“It is common knowledge that when there is a homicide, investigators are going to look at surviving family members,” Hon. Robert Oliver, a friend of the Ewell family, said in the episode.
Investigators began to ask questions at his university, and soon focused on Dana’s supposed best buddy, Joel Radovcich. The pair were described by some classmates as "the odd couple," given Dana’s put-together, moneyed appearance and Joel’s slacker-skater demeanor.
“We contacted Joel by phone, and one of his first statements after being told that we wanted to talk to him about the investigation we were doing in Fresno was, ‘What are you going to do, arrest me?’” Curtis said in the episode. “That was kind of a red flag.”
Investigators started to get very suspicious of Joel and Dana. After interviewing them separately about their relationship, the pair denied having any kind of close friendship, despite what other classmates had told authorities.
While Joel’s alibi didn’t check out with investigators, Dana’s erratic behavior at the reading of his family’s will raised further suspicions. The estate was worth somewhere in the neighborhood of $7-$8 million, but Dana would not be able to gain access to any of it until he was 30 years old.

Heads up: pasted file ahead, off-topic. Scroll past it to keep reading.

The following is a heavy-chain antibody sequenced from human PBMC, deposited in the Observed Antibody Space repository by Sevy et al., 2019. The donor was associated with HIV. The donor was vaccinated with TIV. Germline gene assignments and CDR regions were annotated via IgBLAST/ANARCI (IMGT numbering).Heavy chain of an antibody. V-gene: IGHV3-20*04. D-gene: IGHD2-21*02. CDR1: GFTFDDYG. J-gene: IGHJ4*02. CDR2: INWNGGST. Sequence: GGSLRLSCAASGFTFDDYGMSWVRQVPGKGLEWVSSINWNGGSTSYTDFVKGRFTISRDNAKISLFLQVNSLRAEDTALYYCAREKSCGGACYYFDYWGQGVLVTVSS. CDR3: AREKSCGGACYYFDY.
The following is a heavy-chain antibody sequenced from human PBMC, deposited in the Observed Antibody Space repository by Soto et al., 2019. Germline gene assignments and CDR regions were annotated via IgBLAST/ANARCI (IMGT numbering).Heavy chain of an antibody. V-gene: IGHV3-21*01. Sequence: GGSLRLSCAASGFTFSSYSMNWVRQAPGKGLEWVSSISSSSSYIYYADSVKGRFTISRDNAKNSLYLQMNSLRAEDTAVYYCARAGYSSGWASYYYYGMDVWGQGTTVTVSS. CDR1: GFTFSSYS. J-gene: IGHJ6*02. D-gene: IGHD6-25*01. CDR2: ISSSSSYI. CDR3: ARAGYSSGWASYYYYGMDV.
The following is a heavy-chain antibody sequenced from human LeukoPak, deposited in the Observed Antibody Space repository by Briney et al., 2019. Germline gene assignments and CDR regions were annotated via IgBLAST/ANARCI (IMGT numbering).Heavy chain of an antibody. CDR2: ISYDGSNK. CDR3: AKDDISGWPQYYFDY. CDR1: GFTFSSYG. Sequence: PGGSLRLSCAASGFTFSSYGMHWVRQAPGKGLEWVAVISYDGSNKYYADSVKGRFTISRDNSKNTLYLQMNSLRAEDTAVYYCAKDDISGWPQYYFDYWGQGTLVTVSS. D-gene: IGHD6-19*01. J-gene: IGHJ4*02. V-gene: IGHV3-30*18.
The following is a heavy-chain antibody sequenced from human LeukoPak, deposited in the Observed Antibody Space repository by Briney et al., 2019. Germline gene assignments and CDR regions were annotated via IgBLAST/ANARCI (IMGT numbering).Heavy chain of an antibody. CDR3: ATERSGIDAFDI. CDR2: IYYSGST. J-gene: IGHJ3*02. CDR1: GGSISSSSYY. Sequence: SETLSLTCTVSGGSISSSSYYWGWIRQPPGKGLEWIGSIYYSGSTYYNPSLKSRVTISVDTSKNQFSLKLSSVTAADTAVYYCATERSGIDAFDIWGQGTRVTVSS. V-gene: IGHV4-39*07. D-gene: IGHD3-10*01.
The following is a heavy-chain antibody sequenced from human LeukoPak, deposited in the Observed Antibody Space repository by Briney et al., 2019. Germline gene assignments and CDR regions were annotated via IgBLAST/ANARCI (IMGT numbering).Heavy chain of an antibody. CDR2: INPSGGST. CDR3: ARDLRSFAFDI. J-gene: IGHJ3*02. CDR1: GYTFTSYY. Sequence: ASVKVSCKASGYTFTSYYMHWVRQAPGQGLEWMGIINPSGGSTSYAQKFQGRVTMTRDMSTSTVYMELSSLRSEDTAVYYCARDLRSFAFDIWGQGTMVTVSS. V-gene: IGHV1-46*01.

“He immediately slammed his hand on the desk and yelled, ‘Why did my father do this to me?’” Curtis said.
Additionally, authorities learned that Dana had moved back into the family home — even though his loved ones' blood was still on the walls. And, less than three weeks after the homicide, it was also discovered that Joel was living with Dana at the house.
At that point, they were the two main suspects in the investigation, and the Fresno Sheriff’s Office was watching the pair’s every move.
Investigators witnessed Dana paying Joel hundreds, sometimes thousands, of dollars in cash on a regular basis, and noted that the two communicated exclusively through payphones and beepers.
But a 1993 article in the Los Angeles Times that named the two prime suspects spooked them into laying low.
However, the discovery of a few more accomplices heated up a trail that was otherwise going going cold. In one instance, Joel had a package delivered to a friend and instructed him not to open it; the friend ignored those directions, however.